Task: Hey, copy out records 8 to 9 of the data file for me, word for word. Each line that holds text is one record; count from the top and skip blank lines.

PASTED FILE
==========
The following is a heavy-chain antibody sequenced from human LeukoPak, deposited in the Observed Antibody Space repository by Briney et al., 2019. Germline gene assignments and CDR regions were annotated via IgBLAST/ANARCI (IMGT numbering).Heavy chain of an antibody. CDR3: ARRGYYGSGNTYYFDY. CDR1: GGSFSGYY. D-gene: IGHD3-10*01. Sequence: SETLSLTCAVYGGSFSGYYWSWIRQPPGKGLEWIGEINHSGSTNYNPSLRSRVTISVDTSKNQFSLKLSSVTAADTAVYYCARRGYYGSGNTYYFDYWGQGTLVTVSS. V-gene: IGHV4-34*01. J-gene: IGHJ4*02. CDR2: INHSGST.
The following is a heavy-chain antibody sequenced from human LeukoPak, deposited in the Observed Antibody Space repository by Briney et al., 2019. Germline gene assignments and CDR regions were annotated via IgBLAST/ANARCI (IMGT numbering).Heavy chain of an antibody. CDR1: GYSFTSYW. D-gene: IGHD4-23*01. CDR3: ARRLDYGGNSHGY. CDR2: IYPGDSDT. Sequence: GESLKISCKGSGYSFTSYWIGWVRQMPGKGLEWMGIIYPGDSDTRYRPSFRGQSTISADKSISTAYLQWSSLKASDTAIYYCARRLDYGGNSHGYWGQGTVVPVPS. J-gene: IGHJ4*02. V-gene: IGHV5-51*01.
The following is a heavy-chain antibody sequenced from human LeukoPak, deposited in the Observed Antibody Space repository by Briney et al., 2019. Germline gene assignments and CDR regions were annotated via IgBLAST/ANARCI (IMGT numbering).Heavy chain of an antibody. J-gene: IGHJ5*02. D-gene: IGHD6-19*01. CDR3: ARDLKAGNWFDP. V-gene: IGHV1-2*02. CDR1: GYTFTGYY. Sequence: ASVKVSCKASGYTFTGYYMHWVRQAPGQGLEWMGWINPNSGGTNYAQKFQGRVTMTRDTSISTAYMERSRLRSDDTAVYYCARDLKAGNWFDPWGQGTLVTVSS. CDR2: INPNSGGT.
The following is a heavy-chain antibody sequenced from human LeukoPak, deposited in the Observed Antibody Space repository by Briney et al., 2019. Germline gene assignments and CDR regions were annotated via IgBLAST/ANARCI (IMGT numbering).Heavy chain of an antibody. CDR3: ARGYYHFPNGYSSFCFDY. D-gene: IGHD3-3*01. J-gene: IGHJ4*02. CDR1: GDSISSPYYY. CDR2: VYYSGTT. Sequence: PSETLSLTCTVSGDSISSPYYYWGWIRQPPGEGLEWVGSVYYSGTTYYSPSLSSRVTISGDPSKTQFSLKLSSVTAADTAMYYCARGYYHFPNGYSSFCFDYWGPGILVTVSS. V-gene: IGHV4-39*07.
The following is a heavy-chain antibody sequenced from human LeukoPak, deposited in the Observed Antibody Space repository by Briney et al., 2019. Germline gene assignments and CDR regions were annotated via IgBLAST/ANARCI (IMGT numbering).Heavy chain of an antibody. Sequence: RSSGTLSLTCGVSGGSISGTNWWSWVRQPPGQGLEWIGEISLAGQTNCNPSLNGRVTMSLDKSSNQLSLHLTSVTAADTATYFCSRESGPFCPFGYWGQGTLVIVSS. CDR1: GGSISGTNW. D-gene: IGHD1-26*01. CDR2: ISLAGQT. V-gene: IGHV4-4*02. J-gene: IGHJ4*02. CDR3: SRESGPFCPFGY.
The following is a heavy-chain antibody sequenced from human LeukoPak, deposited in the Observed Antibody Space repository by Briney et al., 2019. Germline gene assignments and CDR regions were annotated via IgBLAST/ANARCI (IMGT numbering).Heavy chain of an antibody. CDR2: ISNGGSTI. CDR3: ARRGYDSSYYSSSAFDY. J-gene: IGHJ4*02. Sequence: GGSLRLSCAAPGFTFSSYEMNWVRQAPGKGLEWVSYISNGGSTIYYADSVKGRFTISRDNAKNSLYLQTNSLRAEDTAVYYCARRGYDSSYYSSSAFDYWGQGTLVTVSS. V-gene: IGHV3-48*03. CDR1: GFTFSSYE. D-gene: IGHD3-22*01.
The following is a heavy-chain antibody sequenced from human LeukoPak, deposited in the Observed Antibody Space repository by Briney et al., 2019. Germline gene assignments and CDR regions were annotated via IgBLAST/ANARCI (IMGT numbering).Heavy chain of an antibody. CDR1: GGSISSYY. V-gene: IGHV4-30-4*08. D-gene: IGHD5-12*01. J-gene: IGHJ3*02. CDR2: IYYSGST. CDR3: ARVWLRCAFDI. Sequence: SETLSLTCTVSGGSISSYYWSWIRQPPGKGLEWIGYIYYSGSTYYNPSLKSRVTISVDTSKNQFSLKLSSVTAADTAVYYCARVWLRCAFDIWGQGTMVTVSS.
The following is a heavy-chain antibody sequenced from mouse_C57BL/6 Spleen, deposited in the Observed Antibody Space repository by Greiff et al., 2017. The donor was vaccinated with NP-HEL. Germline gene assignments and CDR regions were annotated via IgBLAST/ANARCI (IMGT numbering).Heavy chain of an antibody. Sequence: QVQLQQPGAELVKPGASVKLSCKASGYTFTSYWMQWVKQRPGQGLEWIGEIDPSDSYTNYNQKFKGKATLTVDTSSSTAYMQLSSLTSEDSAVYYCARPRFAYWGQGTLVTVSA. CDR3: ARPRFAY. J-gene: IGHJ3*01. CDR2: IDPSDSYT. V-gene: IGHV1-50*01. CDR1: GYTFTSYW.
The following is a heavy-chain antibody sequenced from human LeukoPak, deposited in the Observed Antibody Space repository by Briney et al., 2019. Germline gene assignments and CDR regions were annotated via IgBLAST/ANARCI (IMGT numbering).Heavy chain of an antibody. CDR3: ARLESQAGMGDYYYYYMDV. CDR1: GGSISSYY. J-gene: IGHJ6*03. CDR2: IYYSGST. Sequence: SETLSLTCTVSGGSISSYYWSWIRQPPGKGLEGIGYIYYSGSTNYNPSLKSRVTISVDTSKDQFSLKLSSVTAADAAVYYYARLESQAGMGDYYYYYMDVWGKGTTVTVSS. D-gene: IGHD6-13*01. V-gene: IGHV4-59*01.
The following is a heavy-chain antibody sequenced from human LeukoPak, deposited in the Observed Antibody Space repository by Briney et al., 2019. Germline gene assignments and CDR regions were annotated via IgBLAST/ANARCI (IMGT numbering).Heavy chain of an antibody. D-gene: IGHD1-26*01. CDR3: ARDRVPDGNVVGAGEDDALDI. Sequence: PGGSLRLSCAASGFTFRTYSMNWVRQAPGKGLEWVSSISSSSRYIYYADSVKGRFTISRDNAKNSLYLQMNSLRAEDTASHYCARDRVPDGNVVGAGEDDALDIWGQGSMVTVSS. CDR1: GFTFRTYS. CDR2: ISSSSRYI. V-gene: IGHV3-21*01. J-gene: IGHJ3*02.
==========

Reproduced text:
The following is a heavy-chain antibody sequenced from mouse_C57BL/6 Spleen, deposited in the Observed Antibody Space repository by Greiff et al., 2017. The donor was vaccinated with NP-HEL. Germline gene assignments and CDR regions were annotated via IgBLAST/ANARCI (IMGT numbering).Heavy chain of an antibody. Sequence: QVQLQQPGAELVKPGASVKLSCKASGYTFTSYWMQWVKQRPGQGLEWIGEIDPSDSYTNYNQKFKGKATLTVDTSSSTAYMQLSSLTSEDSAVYYCARPRFAYWGQGTLVTVSA. CDR3: ARPRFAY. J-gene: IGHJ3*01. CDR2: IDPSDSYT. V-gene: IGHV1-50*01. CDR1: GYTFTSYW.
The following is a heavy-chain antibody sequenced from human LeukoPak, deposited in the Observed Antibody Space repository by Briney et al., 2019. Germline gene assignments and CDR regions were annotated via IgBLAST/ANARCI (IMGT numbering).Heavy chain of an antibody. CDR3: ARLESQAGMGDYYYYYMDV. CDR1: GGSISSYY. J-gene: IGHJ6*03. CDR2: IYYSGST. Sequence: SETLSLTCTVSGGSISSYYWSWIRQPPGKGLEGIGYIYYSGSTNYNPSLKSRVTISVDTSKDQFSLKLSSVTAADAAVYYYARLESQAGMGDYYYYYMDVWGKGTTVTVSS. D-gene: IGHD6-13*01. V-gene: IGHV4-59*01.